A couple years back, we reviewed this study that developed a list of pain vocabulary for kids who use AAC. Quick refresher on their rationale—all kids have and need to express pain, but for kids who use AAC, this can be challenging since we often don’t know what they want to say when in pain. So the authors asked children, parents, teachers, and adult AAC users how they would respond in painful situations, and compiled a response list. Makes sense, right? This list should be widely used! Well, not so fast. There were some caveats, including that the list was drawn only from participants in South Africa.
Well for those of you not in South Africa, do I have good news for you! The same authors took that vocabulary list, and combined it with 16 other studies of children’s pain expressions. The studies included direct quotes from 2,683 children who spoke six different languages, and came from eight different countries.
They took the pain words and phrases, divided them into descriptive themes and categories (e.g., indicates location of pain, or requests treatment), broke them down into single words, and separated these words into core (“you”), pain-related fringe (“medicine”), and other fringe (“movie”).
The end-result? The review lists 60 pain-related words that children use most often to talk about their pain (see paper Appendix), as well as some useful categories of words that we might not initially consider when selecting vocabulary (e.g., “employing fake bravery”).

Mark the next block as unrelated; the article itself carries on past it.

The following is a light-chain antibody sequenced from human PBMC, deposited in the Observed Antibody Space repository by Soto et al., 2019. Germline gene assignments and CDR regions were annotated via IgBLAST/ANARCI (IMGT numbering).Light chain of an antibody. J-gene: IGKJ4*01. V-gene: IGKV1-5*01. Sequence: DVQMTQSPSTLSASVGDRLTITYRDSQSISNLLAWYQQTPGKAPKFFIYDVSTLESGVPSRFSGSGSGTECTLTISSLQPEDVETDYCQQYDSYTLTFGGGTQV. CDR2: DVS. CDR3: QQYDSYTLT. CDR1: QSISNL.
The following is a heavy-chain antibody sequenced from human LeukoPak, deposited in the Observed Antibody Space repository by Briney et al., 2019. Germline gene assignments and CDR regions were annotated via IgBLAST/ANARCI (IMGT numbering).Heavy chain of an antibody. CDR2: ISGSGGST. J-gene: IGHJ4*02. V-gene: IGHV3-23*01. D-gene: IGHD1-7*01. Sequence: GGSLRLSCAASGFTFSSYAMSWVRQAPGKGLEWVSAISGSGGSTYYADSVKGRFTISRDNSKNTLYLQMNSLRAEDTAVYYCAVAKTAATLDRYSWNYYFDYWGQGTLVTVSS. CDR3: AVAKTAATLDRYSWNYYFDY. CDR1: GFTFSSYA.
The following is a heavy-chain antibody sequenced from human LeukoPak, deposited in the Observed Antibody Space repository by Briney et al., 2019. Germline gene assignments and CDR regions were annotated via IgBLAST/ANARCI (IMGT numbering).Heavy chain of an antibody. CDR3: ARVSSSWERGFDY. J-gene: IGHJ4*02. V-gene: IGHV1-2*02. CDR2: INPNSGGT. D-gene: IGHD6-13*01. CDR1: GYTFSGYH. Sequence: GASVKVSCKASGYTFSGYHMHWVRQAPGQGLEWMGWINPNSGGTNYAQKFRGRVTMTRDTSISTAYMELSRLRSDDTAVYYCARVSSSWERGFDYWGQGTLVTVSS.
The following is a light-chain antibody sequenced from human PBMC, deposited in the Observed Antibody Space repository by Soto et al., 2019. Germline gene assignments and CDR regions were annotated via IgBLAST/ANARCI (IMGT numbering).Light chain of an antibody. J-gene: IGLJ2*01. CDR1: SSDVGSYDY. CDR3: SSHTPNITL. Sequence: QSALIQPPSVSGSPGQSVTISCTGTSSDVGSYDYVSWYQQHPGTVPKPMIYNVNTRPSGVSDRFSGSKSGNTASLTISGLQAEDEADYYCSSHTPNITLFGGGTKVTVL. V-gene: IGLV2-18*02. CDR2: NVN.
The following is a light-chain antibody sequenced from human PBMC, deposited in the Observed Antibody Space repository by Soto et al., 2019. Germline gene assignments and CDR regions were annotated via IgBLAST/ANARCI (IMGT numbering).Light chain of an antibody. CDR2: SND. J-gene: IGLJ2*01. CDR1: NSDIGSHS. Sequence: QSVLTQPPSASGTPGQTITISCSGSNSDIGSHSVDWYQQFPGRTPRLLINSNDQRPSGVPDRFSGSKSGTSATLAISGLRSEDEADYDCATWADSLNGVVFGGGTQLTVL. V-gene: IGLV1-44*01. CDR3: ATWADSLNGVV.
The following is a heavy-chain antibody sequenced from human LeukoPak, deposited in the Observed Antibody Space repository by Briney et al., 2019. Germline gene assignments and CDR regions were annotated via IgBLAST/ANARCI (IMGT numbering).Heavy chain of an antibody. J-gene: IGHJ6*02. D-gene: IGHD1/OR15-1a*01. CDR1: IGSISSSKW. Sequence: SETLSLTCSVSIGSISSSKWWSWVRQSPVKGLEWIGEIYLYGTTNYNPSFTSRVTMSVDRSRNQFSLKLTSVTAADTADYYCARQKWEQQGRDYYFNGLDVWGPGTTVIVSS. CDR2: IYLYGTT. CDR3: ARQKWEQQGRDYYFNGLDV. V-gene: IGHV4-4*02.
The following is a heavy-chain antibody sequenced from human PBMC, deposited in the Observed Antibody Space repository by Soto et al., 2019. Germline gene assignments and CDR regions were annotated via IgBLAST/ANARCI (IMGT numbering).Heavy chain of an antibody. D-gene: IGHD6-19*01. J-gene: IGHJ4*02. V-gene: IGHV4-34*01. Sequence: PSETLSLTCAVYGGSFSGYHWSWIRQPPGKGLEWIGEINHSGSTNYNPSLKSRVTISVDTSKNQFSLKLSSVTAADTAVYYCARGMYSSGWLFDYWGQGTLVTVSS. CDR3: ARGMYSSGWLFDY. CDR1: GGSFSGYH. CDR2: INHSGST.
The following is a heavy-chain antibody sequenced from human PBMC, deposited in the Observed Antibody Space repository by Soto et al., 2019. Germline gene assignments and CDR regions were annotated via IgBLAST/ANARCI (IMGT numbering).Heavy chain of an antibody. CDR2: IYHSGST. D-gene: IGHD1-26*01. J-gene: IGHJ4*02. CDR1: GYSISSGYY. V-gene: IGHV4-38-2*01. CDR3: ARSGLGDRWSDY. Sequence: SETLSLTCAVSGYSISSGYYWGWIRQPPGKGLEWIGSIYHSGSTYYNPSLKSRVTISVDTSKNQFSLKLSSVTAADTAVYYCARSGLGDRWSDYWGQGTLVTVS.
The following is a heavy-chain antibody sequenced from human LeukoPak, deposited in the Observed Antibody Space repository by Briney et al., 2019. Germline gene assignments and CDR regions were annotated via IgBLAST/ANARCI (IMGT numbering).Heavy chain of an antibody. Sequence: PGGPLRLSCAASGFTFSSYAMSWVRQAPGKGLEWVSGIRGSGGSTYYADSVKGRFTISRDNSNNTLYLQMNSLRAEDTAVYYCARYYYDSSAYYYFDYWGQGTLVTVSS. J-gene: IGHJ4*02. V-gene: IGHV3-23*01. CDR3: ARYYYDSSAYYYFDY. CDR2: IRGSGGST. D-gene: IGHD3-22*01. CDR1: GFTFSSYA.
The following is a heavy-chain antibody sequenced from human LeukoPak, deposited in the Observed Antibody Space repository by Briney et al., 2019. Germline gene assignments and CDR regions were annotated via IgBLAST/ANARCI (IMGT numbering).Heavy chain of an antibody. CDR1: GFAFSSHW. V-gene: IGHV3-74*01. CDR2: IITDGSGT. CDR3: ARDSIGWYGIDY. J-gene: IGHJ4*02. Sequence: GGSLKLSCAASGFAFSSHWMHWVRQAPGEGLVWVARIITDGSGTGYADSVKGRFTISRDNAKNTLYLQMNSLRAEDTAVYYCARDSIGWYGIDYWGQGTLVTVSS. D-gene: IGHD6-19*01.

So, now can we feel confident using this list with kids on our caseload? I’d say so, but of course with some awareness of its limitations. It is a great starting point, but as the authors point out—when selecting vocabulary for each individual child, we must consider his/her individual context/needs. Also, the review only included typically-developing children, so we can’t ignore that we may be missing out on some vocabulary unique to kids with disabilities, and specifically those who use AAC.
Johnson, E., Boshoff, K., & Bornman, J. (2018). Scoping review of children's pain vocabulary: Implications for augmentative and alternative communication. Canadian Journal of Speech-Language Pathology and Audiology, 42, 55–68.